It was late morning in the Big Woods a couple of days before Thanksgiving and I was walking along an old road looking for subjects to photograph. Then, off to the side, about 125 feet away, a bear was laying in a small depression beneath a shagbark hickory tree feasting on fallen nuts that had rolled into the depression.
Shagbark hickory produces the largest nuts of any of the hickories growing in the area, delicious I may add, and are a favorite of back bears –
Naturally I stopped, unlimbered the camera and began photographing the bear. The camera is getting long in the tooth, at it’s expected lifespan and chose that moment to begin having trouble with a combination of both focusing and setting the correct aperture (the opening in the lens) – so the photos are far from the best. Now it will go where good cameras go to retire after years of faithful service.
the bear was facing away, I was standing still and the camera was
silent, the bear soon became alert and began to get up and investigate a scent – mine (a bear’s sense of smell has been estimated to be about 2,500 times better than a human’s).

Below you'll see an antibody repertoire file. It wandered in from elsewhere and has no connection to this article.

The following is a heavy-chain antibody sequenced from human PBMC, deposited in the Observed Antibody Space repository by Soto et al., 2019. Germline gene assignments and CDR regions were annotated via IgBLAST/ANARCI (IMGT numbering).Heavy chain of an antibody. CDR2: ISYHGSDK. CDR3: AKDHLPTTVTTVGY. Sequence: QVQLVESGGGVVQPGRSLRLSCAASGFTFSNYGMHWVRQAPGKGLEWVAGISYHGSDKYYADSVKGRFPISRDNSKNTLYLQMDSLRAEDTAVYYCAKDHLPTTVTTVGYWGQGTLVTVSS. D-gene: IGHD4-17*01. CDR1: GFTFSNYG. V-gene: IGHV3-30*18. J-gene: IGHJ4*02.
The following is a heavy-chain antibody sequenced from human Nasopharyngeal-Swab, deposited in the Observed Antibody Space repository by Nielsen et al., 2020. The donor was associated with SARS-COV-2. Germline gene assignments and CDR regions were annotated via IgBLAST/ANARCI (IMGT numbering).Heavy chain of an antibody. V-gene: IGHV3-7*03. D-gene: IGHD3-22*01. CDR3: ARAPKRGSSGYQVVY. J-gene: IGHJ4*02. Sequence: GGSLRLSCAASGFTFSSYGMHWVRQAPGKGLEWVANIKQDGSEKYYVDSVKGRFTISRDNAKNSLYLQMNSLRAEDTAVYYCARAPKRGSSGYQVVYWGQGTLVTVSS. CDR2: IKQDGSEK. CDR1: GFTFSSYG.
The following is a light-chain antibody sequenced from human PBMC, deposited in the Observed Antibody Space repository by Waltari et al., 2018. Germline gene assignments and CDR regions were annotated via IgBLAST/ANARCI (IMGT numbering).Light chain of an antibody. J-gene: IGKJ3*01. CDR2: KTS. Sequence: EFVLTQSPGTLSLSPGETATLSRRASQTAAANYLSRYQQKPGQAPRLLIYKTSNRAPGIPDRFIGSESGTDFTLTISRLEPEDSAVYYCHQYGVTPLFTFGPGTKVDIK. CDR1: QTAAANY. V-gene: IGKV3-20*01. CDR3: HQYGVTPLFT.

It walked over to a nearby tree and looked as if it was going to climb the tree, but didn’t –
Instead, after taking a couple of steps, the bear sat down looking in my direction for about a minute –
Although bears’ eyesight is not particularly good and I hadn’t moved, it was obvious the bear knew I was there. After several minutes the bear turned, climbed onto and over a fallen log and walked away –
You may ask if I was frightened by being that close to a wild bear – the answer is a resounding NO! Over the last 60 years I’ve probably encountered somewhere between 200 and 250 black bears in the wild including many females with cubs, only two have given me any cause for concern.
As the bear went out of sight I continued my walk on the old road, taking other photographs along the way –
day was in the midst of Pennsylvania’s several bear seasons so this
young bear may not survive, indeed it may be dead by the time you
read this. On the day I saw the bear approximately 1,400 bears and
one human had been killed during bear season by hunters in Pennsylvania.
Addendum - as of December first 3,318 bears had been killed during Pennsylvania's various hunting seasons which were not yet over.